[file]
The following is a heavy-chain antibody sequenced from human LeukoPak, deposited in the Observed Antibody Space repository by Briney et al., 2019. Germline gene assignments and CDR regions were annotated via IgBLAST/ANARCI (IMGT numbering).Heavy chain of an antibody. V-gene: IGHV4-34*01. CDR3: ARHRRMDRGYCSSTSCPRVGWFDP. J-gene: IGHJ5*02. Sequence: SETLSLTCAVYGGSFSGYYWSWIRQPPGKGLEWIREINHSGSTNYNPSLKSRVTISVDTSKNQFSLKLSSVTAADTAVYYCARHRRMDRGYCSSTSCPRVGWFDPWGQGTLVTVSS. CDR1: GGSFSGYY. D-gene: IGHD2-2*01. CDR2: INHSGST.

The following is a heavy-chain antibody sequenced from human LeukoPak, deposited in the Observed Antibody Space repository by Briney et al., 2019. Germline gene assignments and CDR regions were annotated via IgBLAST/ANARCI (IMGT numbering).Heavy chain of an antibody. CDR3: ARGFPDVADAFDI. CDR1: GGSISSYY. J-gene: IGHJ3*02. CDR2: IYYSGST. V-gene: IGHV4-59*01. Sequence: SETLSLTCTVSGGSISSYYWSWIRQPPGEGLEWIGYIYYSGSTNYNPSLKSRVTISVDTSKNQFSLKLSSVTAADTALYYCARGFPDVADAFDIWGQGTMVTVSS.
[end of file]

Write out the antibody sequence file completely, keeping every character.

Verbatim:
The following is a heavy-chain antibody sequenced from human LeukoPak, deposited in the Observed Antibody Space repository by Briney et al., 2019. Germline gene assignments and CDR regions were annotated via IgBLAST/ANARCI (IMGT numbering).Heavy chain of an antibody. V-gene: IGHV4-34*01. CDR3: ARHRRMDRGYCSSTSCPRVGWFDP. J-gene: IGHJ5*02. Sequence: SETLSLTCAVYGGSFSGYYWSWIRQPPGKGLEWIREINHSGSTNYNPSLKSRVTISVDTSKNQFSLKLSSVTAADTAVYYCARHRRMDRGYCSSTSCPRVGWFDPWGQGTLVTVSS. CDR1: GGSFSGYY. D-gene: IGHD2-2*01. CDR2: INHSGST.

The following is a heavy-chain antibody sequenced from human LeukoPak, deposited in the Observed Antibody Space repository by Briney et al., 2019. Germline gene assignments and CDR regions were annotated via IgBLAST/ANARCI (IMGT numbering).Heavy chain of an antibody. CDR3: ARGFPDVADAFDI. CDR1: GGSISSYY. J-gene: IGHJ3*02. CDR2: IYYSGST. V-gene: IGHV4-59*01. Sequence: SETLSLTCTVSGGSISSYYWSWIRQPPGEGLEWIGYIYYSGSTNYNPSLKSRVTISVDTSKNQFSLKLSSVTAADTALYYCARGFPDVADAFDIWGQGTMVTVSS.